A few days ago, I went on a run with the North Park Trail Runners, and a discussion came up about different races people signed up for. It inevitably led to a conversation about how tough each race is. Don't get me wrong, if you are doing a race, it will be challenging no matter what - if it's flat, you're probably pushing your body to go real fast; if it's a little hilly, maybe you're sprinting up all the hills; or if it's very steep, you'll be walking up the climbs and running down the hills or trotting (and even the downhill can be challenging based on the terrain).
So while there is no one true metric to answer the question of "what is the most challenging race?", I have attempted to answer a piece of that puzzle.
It's a hill - get over it!
In my time here in Pennsylvania, I've heard the names of different races thrown around - Rothrock Challenge, Megatransect, Lost Turkey, etc. I tried going through some of those races and quantifying the vertical gain per mile.
The tricky thing here is that not every race advertises its estimated elevation gain, and even if it does, you can't always trust it. You also can't trust the advertised miles - actually, nor the ruuners... well, especially the runners that like to challenge themselves and add extra off-course miles (I do this quite often... some people call it getting lost). To assist with accuracy, I gathered together GPS data for the different races.
I put together a small list of "challening" races and pulled out their elevation gain in feet and divided it by the total miles of the race, based on data recorded from racers.
So far the races are as follows (in alphabetical order):
Hopefully I can update/add to this list as I do more research and get more suggestions.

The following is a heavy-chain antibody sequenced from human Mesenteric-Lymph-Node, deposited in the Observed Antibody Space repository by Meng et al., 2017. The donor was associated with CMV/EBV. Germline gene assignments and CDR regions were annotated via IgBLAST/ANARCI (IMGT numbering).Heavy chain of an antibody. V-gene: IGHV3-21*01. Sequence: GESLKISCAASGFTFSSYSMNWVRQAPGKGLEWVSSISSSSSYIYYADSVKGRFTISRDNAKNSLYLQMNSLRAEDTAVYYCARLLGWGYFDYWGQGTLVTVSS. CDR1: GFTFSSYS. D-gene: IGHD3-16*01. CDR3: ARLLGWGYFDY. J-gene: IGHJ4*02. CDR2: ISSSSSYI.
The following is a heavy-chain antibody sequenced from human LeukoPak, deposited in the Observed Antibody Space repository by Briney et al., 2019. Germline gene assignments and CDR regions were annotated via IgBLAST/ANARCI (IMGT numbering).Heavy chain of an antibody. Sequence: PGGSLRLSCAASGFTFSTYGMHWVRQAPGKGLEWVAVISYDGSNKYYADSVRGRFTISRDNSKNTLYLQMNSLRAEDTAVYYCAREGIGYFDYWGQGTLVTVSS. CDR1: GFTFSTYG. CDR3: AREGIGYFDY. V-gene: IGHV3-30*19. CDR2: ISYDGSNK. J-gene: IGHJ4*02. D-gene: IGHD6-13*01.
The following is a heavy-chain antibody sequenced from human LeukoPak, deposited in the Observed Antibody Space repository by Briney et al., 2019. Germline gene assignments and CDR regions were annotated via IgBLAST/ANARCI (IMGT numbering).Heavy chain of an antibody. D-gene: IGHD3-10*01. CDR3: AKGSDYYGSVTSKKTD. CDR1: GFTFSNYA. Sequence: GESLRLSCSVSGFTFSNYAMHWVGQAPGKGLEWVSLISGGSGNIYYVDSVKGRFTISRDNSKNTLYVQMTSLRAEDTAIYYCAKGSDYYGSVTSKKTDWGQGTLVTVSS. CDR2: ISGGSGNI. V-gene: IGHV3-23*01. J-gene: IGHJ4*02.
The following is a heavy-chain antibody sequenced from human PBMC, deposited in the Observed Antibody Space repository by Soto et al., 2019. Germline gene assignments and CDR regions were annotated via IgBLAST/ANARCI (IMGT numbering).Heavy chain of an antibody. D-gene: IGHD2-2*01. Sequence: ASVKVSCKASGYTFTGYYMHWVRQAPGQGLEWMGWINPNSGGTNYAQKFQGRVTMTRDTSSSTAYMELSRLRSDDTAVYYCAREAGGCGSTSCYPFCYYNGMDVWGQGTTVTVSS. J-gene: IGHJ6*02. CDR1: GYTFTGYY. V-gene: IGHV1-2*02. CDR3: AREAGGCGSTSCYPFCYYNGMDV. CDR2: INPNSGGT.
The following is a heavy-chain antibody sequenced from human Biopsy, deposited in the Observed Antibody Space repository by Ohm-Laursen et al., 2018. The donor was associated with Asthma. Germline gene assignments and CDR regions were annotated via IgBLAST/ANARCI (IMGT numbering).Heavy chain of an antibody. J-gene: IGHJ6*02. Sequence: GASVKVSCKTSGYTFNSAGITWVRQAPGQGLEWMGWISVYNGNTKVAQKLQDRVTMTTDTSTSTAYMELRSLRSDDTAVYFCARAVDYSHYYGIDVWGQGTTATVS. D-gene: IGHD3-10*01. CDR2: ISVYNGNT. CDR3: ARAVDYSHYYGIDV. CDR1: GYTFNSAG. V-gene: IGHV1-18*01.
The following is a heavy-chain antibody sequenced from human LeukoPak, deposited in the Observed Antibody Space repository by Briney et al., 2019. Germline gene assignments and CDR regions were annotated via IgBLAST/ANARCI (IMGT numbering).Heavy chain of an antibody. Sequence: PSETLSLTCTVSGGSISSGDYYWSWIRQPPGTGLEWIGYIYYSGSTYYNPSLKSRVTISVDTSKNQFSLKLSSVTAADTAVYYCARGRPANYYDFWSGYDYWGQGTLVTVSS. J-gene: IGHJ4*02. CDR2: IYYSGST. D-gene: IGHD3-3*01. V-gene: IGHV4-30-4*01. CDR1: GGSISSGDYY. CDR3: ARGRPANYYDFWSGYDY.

Categorizing the races by their elevation gain/mile only reveals one degree of difficulty.
By purely looking at numbers, the Frozen Snot is by far the steepest race with 389 ft/mile. What makes that race even more of a challenge is the fact that it's held at the end of January. Aside from that, the Wilds Marathon has the second most vertical gain per mile at 258 ft/mile, with the Hyner View Challenge (50K) coming in closely behind it at 256 ft/mile.
Below you can see for yourself, all the numbers that went into the graph above.
I decided to add in the Pittsburgh Marathon for reference on how a "hilly" road race compares.
I put this data into a CSV file and used a webservice called Plotly to style the data a little differently than excel was letting me and add comprehension to the races.
I have added some additional data that I used to make this plot - pace. I grabbed an average of the top 10 finishers' paces and used that as an additional data point to graph against. The reasoning behind this and the above graph is to add additional character to the different races.
My hope in including this data is to give an overall enlightenment to how a race will feel when it comes time for raceday. The higher the bubble is, the slower pace you can expect, and the darker the bubble, the more climbing there is.
Something kind of interesting that I have been pondering after making this graph is if there is some sort of plateau of base pace for varying lengths of races. I know that as the body's metabolism switches systems over long periods of high expenditure, the pace will drop, but wonder how it plays into elevation gain too?